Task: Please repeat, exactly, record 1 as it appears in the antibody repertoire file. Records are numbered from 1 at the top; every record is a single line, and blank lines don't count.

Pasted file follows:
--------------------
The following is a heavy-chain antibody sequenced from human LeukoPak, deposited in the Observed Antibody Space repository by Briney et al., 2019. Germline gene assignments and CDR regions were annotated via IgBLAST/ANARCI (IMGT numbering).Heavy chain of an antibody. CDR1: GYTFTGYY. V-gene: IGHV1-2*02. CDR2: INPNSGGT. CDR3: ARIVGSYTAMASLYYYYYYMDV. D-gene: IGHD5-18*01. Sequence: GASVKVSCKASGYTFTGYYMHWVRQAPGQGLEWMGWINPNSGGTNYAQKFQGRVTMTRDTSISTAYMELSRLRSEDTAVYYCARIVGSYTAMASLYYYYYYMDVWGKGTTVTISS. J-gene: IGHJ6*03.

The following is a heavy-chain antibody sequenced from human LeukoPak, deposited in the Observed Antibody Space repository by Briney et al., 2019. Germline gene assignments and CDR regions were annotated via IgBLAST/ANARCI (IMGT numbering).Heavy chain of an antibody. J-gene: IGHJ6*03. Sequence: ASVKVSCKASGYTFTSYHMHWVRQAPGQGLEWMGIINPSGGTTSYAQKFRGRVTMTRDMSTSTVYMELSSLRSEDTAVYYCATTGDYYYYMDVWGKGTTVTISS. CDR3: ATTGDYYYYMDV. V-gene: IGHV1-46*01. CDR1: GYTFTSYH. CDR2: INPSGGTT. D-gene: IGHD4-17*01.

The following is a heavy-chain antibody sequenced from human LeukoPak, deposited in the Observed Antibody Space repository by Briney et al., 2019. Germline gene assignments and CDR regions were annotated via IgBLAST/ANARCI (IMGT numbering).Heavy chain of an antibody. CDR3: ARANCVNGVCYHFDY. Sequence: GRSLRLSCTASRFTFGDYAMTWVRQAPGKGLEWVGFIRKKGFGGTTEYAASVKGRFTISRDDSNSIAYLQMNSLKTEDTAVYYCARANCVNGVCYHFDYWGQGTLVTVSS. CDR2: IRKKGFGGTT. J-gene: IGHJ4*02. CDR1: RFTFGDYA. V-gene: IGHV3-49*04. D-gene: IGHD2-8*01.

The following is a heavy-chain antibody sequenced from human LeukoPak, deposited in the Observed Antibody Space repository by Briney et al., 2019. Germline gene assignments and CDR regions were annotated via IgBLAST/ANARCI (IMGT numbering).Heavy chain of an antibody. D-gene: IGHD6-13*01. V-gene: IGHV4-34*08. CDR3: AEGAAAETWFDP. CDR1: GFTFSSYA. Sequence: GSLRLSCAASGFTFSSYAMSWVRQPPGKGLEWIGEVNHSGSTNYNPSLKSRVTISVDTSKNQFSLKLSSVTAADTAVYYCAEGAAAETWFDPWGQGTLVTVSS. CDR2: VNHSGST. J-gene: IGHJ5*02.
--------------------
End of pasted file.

The following is a heavy-chain antibody sequenced from human LeukoPak, deposited in the Observed Antibody Space repository by Briney et al., 2019. Germline gene assignments and CDR regions were annotated via IgBLAST/ANARCI (IMGT numbering).Heavy chain of an antibody. CDR1: GYTFTGYY. V-gene: IGHV1-2*02. CDR2: INPNSGGT. CDR3: ARIVGSYTAMASLYYYYYYMDV. D-gene: IGHD5-18*01. Sequence: GASVKVSCKASGYTFTGYYMHWVRQAPGQGLEWMGWINPNSGGTNYAQKFQGRVTMTRDTSISTAYMELSRLRSEDTAVYYCARIVGSYTAMASLYYYYYYMDVWGKGTTVTISS. J-gene: IGHJ6*03.